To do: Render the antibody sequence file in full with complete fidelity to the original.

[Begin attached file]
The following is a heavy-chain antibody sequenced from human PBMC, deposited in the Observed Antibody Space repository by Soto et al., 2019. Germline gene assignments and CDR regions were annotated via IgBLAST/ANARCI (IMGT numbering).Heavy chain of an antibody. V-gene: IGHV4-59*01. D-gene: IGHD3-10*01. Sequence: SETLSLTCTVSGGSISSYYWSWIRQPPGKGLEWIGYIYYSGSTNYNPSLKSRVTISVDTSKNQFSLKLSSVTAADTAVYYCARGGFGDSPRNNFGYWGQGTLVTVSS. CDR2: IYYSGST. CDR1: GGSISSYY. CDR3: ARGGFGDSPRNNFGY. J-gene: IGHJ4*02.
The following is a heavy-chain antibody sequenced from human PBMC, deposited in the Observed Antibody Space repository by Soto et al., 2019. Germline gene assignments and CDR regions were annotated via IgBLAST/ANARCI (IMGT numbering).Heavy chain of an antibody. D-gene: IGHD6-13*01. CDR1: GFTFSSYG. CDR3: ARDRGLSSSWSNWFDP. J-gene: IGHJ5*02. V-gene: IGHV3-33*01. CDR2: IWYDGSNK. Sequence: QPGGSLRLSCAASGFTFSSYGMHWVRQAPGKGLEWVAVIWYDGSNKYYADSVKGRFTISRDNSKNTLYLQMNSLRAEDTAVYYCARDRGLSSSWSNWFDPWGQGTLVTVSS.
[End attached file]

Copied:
The following is a heavy-chain antibody sequenced from human PBMC, deposited in the Observed Antibody Space repository by Soto et al., 2019. Germline gene assignments and CDR regions were annotated via IgBLAST/ANARCI (IMGT numbering).Heavy chain of an antibody. V-gene: IGHV4-59*01. D-gene: IGHD3-10*01. Sequence: SETLSLTCTVSGGSISSYYWSWIRQPPGKGLEWIGYIYYSGSTNYNPSLKSRVTISVDTSKNQFSLKLSSVTAADTAVYYCARGGFGDSPRNNFGYWGQGTLVTVSS. CDR2: IYYSGST. CDR1: GGSISSYY. CDR3: ARGGFGDSPRNNFGY. J-gene: IGHJ4*02.
The following is a heavy-chain antibody sequenced from human PBMC, deposited in the Observed Antibody Space repository by Soto et al., 2019. Germline gene assignments and CDR regions were annotated via IgBLAST/ANARCI (IMGT numbering).Heavy chain of an antibody. D-gene: IGHD6-13*01. CDR1: GFTFSSYG. CDR3: ARDRGLSSSWSNWFDP. J-gene: IGHJ5*02. V-gene: IGHV3-33*01. CDR2: IWYDGSNK. Sequence: QPGGSLRLSCAASGFTFSSYGMHWVRQAPGKGLEWVAVIWYDGSNKYYADSVKGRFTISRDNSKNTLYLQMNSLRAEDTAVYYCARDRGLSSSWSNWFDPWGQGTLVTVSS.